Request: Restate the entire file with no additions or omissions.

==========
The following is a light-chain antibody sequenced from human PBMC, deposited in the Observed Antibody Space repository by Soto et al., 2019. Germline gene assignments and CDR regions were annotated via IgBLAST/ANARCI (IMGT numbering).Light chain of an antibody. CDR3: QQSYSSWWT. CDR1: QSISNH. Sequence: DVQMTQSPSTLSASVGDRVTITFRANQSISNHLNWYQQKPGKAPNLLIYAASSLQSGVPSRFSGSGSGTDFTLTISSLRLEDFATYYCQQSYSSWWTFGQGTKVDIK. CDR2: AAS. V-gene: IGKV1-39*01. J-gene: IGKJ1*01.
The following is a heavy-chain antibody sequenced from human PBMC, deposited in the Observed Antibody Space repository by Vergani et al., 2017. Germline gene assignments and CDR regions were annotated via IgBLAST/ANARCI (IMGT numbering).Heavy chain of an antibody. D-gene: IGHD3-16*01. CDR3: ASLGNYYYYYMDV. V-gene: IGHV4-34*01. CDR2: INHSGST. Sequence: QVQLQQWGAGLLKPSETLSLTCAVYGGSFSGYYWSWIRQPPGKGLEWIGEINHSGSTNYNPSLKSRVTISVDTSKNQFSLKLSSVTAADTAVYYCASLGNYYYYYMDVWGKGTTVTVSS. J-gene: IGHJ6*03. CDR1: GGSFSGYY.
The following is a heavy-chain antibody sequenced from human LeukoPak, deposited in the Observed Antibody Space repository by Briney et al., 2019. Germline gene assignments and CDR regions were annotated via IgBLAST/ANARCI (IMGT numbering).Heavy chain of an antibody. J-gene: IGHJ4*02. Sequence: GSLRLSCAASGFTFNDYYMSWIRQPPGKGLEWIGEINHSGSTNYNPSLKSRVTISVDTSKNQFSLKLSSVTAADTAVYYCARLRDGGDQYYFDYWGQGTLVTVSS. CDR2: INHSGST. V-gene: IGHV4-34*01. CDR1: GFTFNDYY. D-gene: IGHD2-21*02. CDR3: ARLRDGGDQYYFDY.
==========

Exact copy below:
The following is a light-chain antibody sequenced from human PBMC, deposited in the Observed Antibody Space repository by Soto et al., 2019. Germline gene assignments and CDR regions were annotated via IgBLAST/ANARCI (IMGT numbering).Light chain of an antibody. CDR3: QQSYSSWWT. CDR1: QSISNH. Sequence: DVQMTQSPSTLSASVGDRVTITFRANQSISNHLNWYQQKPGKAPNLLIYAASSLQSGVPSRFSGSGSGTDFTLTISSLRLEDFATYYCQQSYSSWWTFGQGTKVDIK. CDR2: AAS. V-gene: IGKV1-39*01. J-gene: IGKJ1*01.
The following is a heavy-chain antibody sequenced from human PBMC, deposited in the Observed Antibody Space repository by Vergani et al., 2017. Germline gene assignments and CDR regions were annotated via IgBLAST/ANARCI (IMGT numbering).Heavy chain of an antibody. D-gene: IGHD3-16*01. CDR3: ASLGNYYYYYMDV. V-gene: IGHV4-34*01. CDR2: INHSGST. Sequence: QVQLQQWGAGLLKPSETLSLTCAVYGGSFSGYYWSWIRQPPGKGLEWIGEINHSGSTNYNPSLKSRVTISVDTSKNQFSLKLSSVTAADTAVYYCASLGNYYYYYMDVWGKGTTVTVSS. J-gene: IGHJ6*03. CDR1: GGSFSGYY.
The following is a heavy-chain antibody sequenced from human LeukoPak, deposited in the Observed Antibody Space repository by Briney et al., 2019. Germline gene assignments and CDR regions were annotated via IgBLAST/ANARCI (IMGT numbering).Heavy chain of an antibody. J-gene: IGHJ4*02. Sequence: GSLRLSCAASGFTFNDYYMSWIRQPPGKGLEWIGEINHSGSTNYNPSLKSRVTISVDTSKNQFSLKLSSVTAADTAVYYCARLRDGGDQYYFDYWGQGTLVTVSS. CDR2: INHSGST. V-gene: IGHV4-34*01. CDR1: GFTFNDYY. D-gene: IGHD2-21*02. CDR3: ARLRDGGDQYYFDY.